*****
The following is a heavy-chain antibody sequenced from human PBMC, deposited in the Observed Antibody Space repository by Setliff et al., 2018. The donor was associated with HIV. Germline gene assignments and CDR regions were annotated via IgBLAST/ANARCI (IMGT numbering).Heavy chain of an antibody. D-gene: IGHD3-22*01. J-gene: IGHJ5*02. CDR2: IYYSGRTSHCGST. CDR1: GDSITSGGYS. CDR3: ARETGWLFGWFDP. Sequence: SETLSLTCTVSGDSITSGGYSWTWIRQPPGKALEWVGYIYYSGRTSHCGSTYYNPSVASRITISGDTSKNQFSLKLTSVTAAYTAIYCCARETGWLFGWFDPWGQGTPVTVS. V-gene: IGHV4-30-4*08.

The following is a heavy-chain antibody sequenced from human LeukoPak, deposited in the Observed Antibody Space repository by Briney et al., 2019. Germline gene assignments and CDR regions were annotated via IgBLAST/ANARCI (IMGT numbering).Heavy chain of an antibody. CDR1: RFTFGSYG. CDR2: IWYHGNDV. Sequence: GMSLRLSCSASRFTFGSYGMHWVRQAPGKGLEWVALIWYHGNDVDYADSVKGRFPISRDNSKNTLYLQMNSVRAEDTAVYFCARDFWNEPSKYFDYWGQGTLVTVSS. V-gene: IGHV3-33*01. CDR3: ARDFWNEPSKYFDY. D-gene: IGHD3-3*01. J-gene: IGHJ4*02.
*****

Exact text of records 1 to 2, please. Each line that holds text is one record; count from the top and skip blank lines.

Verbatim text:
The following is a heavy-chain antibody sequenced from human PBMC, deposited in the Observed Antibody Space repository by Setliff et al., 2018. The donor was associated with HIV. Germline gene assignments and CDR regions were annotated via IgBLAST/ANARCI (IMGT numbering).Heavy chain of an antibody. D-gene: IGHD3-22*01. J-gene: IGHJ5*02. CDR2: IYYSGRTSHCGST. CDR1: GDSITSGGYS. CDR3: ARETGWLFGWFDP. Sequence: SETLSLTCTVSGDSITSGGYSWTWIRQPPGKALEWVGYIYYSGRTSHCGSTYYNPSVASRITISGDTSKNQFSLKLTSVTAAYTAIYCCARETGWLFGWFDPWGQGTPVTVS. V-gene: IGHV4-30-4*08.

The following is a heavy-chain antibody sequenced from human LeukoPak, deposited in the Observed Antibody Space repository by Briney et al., 2019. Germline gene assignments and CDR regions were annotated via IgBLAST/ANARCI (IMGT numbering).Heavy chain of an antibody. CDR1: RFTFGSYG. CDR2: IWYHGNDV. Sequence: GMSLRLSCSASRFTFGSYGMHWVRQAPGKGLEWVALIWYHGNDVDYADSVKGRFPISRDNSKNTLYLQMNSVRAEDTAVYFCARDFWNEPSKYFDYWGQGTLVTVSS. V-gene: IGHV3-33*01. CDR3: ARDFWNEPSKYFDY. D-gene: IGHD3-3*01. J-gene: IGHJ4*02.